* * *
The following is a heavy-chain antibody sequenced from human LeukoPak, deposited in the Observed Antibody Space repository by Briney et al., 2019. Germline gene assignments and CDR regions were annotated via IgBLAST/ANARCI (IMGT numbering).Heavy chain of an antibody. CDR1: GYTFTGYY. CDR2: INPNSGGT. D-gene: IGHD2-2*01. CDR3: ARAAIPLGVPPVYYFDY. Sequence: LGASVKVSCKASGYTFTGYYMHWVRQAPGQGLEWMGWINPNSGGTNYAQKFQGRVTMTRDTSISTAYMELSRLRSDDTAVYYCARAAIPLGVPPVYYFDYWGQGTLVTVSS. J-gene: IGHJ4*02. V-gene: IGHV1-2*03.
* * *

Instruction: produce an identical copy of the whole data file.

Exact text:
The following is a heavy-chain antibody sequenced from human LeukoPak, deposited in the Observed Antibody Space repository by Briney et al., 2019. Germline gene assignments and CDR regions were annotated via IgBLAST/ANARCI (IMGT numbering).Heavy chain of an antibody. CDR1: GYTFTGYY. CDR2: INPNSGGT. D-gene: IGHD2-2*01. CDR3: ARAAIPLGVPPVYYFDY. Sequence: LGASVKVSCKASGYTFTGYYMHWVRQAPGQGLEWMGWINPNSGGTNYAQKFQGRVTMTRDTSISTAYMELSRLRSDDTAVYYCARAAIPLGVPPVYYFDYWGQGTLVTVSS. J-gene: IGHJ4*02. V-gene: IGHV1-2*03.